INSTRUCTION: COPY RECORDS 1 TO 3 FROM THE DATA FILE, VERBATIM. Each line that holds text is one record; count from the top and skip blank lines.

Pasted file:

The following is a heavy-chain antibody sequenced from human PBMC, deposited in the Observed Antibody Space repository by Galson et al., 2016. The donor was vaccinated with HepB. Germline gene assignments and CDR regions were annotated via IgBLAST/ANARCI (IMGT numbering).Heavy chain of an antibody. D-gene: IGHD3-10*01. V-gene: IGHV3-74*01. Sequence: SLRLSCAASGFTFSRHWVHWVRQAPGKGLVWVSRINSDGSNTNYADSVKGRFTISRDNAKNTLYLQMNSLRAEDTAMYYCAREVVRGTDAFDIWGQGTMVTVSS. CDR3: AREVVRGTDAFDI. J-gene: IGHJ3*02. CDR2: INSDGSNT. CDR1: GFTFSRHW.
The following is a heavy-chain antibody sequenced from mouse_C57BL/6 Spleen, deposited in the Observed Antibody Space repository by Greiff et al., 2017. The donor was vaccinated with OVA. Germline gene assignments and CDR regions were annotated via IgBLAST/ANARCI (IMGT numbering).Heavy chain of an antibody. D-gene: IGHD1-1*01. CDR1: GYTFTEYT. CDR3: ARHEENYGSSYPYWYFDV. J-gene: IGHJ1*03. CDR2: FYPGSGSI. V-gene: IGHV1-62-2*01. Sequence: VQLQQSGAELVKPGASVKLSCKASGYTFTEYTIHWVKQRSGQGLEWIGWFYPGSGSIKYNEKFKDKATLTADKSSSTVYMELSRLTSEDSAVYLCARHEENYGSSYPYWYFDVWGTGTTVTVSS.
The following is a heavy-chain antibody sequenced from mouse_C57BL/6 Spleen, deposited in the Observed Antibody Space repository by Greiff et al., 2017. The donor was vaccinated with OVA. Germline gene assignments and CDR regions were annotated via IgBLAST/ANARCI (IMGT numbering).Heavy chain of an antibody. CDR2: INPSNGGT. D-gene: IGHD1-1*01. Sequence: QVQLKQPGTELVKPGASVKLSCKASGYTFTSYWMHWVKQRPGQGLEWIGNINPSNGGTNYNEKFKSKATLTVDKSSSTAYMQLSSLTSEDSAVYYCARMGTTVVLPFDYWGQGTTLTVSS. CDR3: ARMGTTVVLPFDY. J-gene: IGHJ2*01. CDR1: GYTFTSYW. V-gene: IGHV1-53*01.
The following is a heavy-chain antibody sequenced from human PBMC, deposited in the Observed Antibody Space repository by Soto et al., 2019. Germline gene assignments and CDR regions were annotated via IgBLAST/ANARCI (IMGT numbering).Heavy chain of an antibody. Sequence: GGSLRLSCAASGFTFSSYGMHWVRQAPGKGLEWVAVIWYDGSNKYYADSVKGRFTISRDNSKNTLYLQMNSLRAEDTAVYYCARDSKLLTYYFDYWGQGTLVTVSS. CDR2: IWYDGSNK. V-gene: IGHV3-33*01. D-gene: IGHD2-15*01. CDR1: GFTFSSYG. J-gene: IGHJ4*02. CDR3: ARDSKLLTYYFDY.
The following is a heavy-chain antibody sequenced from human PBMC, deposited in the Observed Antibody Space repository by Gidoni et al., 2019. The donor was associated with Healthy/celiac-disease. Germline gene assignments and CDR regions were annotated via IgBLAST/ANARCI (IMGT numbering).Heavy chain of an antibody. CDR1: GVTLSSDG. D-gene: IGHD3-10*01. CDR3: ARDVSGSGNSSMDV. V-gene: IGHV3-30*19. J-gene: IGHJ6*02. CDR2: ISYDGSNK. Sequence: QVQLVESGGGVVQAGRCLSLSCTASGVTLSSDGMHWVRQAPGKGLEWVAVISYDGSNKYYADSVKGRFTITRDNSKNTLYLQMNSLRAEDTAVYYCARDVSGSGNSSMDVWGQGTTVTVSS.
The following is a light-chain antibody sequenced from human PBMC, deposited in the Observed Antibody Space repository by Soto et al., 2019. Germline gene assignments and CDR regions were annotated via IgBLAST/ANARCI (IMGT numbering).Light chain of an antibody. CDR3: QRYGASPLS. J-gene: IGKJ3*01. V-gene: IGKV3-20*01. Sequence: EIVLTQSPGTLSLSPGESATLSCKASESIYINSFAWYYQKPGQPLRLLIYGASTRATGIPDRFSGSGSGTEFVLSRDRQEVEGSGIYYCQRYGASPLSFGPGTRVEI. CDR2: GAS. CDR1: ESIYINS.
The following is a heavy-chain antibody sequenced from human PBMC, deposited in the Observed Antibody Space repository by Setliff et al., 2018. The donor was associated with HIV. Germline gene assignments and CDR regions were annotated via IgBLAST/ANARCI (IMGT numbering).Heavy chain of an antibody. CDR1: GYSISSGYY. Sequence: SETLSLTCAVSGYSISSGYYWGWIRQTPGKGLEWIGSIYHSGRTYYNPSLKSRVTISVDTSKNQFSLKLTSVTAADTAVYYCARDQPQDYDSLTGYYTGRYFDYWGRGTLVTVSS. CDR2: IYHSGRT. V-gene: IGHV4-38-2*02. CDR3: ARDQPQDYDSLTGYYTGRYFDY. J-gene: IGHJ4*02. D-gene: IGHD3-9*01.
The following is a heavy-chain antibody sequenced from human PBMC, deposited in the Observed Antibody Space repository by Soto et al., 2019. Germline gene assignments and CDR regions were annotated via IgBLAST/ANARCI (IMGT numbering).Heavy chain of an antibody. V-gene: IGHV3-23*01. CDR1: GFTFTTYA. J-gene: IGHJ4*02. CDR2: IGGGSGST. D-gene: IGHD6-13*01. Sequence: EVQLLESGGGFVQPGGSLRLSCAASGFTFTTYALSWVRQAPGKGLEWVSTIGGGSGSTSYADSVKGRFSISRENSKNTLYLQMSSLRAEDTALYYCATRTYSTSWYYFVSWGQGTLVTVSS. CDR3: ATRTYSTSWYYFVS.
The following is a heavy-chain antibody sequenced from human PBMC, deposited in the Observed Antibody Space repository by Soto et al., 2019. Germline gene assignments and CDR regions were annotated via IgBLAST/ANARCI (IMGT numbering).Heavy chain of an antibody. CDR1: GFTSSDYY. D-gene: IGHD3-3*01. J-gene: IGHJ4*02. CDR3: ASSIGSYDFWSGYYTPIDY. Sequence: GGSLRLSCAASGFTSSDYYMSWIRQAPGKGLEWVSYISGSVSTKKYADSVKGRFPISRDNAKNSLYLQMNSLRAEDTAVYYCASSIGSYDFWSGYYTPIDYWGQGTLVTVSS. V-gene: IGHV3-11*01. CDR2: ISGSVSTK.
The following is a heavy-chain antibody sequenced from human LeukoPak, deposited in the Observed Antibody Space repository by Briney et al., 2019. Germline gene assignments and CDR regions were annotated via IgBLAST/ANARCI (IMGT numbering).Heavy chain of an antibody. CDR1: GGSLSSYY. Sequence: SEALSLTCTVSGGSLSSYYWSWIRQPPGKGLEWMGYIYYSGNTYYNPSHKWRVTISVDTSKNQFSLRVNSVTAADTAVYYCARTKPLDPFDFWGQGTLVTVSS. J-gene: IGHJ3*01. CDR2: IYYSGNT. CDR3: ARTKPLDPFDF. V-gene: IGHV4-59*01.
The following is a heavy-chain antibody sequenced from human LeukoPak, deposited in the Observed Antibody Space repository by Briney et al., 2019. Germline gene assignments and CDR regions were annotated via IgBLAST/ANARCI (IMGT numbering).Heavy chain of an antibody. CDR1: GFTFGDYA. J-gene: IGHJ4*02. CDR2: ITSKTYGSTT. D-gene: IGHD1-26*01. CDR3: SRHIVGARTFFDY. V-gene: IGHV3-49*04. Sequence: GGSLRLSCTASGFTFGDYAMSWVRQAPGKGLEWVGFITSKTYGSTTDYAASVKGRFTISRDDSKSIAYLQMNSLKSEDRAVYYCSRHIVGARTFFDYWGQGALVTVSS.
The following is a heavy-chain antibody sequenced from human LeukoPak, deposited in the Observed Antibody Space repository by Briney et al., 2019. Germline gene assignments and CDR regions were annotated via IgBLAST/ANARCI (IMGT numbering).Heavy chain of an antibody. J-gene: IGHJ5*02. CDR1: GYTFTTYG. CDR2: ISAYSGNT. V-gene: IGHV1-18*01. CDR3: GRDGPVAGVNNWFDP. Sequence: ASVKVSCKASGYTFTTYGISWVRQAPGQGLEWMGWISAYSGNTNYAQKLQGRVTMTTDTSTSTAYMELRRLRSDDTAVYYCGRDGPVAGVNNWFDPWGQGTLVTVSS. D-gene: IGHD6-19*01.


The following is a heavy-chain antibody sequenced from human PBMC, deposited in the Observed Antibody Space repository by Galson et al., 2016. The donor was vaccinated with HepB. Germline gene assignments and CDR regions were annotated via IgBLAST/ANARCI (IMGT numbering).Heavy chain of an antibody. D-gene: IGHD3-10*01. V-gene: IGHV3-74*01. Sequence: SLRLSCAASGFTFSRHWVHWVRQAPGKGLVWVSRINSDGSNTNYADSVKGRFTISRDNAKNTLYLQMNSLRAEDTAMYYCAREVVRGTDAFDIWGQGTMVTVSS. CDR3: AREVVRGTDAFDI. J-gene: IGHJ3*02. CDR2: INSDGSNT. CDR1: GFTFSRHW.
The following is a heavy-chain antibody sequenced from mouse_C57BL/6 Spleen, deposited in the Observed Antibody Space repository by Greiff et al., 2017. The donor was vaccinated with OVA. Germline gene assignments and CDR regions were annotated via IgBLAST/ANARCI (IMGT numbering).Heavy chain of an antibody. D-gene: IGHD1-1*01. CDR1: GYTFTEYT. CDR3: ARHEENYGSSYPYWYFDV. J-gene: IGHJ1*03. CDR2: FYPGSGSI. V-gene: IGHV1-62-2*01. Sequence: VQLQQSGAELVKPGASVKLSCKASGYTFTEYTIHWVKQRSGQGLEWIGWFYPGSGSIKYNEKFKDKATLTADKSSSTVYMELSRLTSEDSAVYLCARHEENYGSSYPYWYFDVWGTGTTVTVSS.
The following is a heavy-chain antibody sequenced from mouse_C57BL/6 Spleen, deposited in the Observed Antibody Space repository by Greiff et al., 2017. The donor was vaccinated with OVA. Germline gene assignments and CDR regions were annotated via IgBLAST/ANARCI (IMGT numbering).Heavy chain of an antibody. CDR2: INPSNGGT. D-gene: IGHD1-1*01. Sequence: QVQLKQPGTELVKPGASVKLSCKASGYTFTSYWMHWVKQRPGQGLEWIGNINPSNGGTNYNEKFKSKATLTVDKSSSTAYMQLSSLTSEDSAVYYCARMGTTVVLPFDYWGQGTTLTVSS. CDR3: ARMGTTVVLPFDY. J-gene: IGHJ2*01. CDR1: GYTFTSYW. V-gene: IGHV1-53*01.